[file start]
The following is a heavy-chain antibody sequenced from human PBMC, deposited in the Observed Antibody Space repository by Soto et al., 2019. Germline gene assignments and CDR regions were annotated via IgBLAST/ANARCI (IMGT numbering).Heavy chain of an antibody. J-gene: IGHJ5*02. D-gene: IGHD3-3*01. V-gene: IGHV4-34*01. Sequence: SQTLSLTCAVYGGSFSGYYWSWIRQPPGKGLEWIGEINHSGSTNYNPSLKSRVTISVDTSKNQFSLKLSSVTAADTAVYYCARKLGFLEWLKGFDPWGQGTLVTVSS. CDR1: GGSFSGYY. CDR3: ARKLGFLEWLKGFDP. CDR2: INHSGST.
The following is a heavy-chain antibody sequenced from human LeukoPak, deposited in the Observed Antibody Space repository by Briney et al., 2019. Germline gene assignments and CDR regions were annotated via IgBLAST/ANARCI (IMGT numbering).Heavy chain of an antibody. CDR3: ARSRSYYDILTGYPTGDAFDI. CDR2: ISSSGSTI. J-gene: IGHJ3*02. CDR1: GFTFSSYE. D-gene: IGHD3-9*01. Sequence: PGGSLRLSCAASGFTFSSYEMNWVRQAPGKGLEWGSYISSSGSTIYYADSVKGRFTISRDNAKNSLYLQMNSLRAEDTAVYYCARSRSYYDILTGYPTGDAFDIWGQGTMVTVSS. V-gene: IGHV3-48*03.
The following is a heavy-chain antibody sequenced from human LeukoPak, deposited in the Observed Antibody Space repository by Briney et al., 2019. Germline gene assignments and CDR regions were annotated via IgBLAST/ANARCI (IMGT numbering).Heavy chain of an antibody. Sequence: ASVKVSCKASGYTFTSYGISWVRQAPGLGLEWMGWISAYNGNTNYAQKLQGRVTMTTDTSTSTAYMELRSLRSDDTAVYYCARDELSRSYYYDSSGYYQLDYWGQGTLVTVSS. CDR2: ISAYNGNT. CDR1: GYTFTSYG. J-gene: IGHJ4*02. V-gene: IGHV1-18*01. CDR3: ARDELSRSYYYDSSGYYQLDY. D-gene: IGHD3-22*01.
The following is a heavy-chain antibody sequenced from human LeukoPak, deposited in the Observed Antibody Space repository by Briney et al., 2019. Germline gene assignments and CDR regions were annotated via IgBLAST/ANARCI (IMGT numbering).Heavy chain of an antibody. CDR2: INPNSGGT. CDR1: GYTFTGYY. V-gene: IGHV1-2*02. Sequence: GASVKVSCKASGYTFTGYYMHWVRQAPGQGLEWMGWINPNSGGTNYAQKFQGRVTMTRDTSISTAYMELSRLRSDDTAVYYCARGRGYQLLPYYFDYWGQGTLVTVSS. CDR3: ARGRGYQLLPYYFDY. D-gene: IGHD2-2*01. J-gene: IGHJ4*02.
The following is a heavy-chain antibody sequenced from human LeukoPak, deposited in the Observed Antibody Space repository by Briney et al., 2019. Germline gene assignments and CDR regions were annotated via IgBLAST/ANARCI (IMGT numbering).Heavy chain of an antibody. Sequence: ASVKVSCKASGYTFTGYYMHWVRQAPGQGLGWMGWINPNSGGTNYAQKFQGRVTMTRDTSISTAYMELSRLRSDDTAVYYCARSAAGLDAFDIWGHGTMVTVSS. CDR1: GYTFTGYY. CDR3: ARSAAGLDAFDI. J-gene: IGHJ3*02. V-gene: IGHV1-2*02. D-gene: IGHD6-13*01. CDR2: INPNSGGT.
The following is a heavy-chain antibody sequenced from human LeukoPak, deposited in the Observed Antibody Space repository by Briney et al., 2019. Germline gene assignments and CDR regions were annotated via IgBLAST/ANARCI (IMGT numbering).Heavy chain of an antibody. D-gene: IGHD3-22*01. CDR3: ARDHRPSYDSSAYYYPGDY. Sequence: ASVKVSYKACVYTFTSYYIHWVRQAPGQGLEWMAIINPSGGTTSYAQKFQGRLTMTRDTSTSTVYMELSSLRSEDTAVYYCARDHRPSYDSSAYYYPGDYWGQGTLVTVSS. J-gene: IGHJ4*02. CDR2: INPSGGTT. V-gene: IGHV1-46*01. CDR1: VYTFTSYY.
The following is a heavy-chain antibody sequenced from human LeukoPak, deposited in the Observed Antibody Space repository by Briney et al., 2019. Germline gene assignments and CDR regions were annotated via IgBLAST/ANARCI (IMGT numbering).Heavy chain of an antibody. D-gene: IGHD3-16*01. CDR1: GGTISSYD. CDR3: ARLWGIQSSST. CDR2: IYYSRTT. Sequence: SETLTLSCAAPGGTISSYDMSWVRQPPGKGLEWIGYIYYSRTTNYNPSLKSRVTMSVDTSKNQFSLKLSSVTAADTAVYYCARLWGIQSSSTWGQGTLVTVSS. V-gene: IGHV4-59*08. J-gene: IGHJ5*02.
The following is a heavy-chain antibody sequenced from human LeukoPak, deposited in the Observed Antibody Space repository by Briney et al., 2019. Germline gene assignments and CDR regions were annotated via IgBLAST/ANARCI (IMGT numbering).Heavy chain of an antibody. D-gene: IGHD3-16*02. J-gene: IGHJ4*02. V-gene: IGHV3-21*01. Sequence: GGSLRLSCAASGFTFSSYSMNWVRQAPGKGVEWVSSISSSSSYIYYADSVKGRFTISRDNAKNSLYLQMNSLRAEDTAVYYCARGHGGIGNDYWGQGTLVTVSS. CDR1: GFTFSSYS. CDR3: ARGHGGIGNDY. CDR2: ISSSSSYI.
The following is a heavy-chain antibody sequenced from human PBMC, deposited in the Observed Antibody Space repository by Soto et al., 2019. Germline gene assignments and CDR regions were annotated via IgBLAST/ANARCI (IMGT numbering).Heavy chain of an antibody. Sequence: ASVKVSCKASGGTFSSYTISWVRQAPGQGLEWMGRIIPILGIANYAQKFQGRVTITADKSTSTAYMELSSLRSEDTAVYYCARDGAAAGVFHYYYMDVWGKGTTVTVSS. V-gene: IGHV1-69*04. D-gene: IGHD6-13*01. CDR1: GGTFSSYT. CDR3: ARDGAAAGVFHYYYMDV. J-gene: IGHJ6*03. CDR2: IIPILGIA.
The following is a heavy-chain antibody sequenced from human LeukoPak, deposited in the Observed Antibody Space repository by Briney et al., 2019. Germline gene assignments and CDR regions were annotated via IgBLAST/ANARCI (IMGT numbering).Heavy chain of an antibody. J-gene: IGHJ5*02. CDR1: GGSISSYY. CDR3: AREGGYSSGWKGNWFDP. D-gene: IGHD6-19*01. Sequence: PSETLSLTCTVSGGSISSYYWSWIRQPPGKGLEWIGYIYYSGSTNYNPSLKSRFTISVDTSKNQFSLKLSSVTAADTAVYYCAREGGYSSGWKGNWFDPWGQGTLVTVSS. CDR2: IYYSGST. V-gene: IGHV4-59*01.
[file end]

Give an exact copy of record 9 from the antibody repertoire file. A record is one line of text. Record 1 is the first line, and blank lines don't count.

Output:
The following is a heavy-chain antibody sequenced from human PBMC, deposited in the Observed Antibody Space repository by Soto et al., 2019. Germline gene assignments and CDR regions were annotated via IgBLAST/ANARCI (IMGT numbering).Heavy chain of an antibody. Sequence: ASVKVSCKASGGTFSSYTISWVRQAPGQGLEWMGRIIPILGIANYAQKFQGRVTITADKSTSTAYMELSSLRSEDTAVYYCARDGAAAGVFHYYYMDVWGKGTTVTVSS. V-gene: IGHV1-69*04. D-gene: IGHD6-13*01. CDR1: GGTFSSYT. CDR3: ARDGAAAGVFHYYYMDV. J-gene: IGHJ6*03. CDR2: IIPILGIA.